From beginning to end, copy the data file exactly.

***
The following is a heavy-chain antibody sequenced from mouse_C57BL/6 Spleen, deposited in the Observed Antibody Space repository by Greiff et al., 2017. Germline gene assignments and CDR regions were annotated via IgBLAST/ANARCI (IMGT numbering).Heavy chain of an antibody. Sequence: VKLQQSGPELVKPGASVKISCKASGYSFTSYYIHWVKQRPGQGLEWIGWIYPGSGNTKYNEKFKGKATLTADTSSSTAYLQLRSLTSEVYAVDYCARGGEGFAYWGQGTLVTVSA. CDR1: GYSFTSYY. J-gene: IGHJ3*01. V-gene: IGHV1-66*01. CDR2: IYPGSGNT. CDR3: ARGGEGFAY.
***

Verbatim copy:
The following is a heavy-chain antibody sequenced from mouse_C57BL/6 Spleen, deposited in the Observed Antibody Space repository by Greiff et al., 2017. Germline gene assignments and CDR regions were annotated via IgBLAST/ANARCI (IMGT numbering).Heavy chain of an antibody. Sequence: VKLQQSGPELVKPGASVKISCKASGYSFTSYYIHWVKQRPGQGLEWIGWIYPGSGNTKYNEKFKGKATLTADTSSSTAYLQLRSLTSEVYAVDYCARGGEGFAYWGQGTLVTVSA. CDR1: GYSFTSYY. J-gene: IGHJ3*01. V-gene: IGHV1-66*01. CDR2: IYPGSGNT. CDR3: ARGGEGFAY.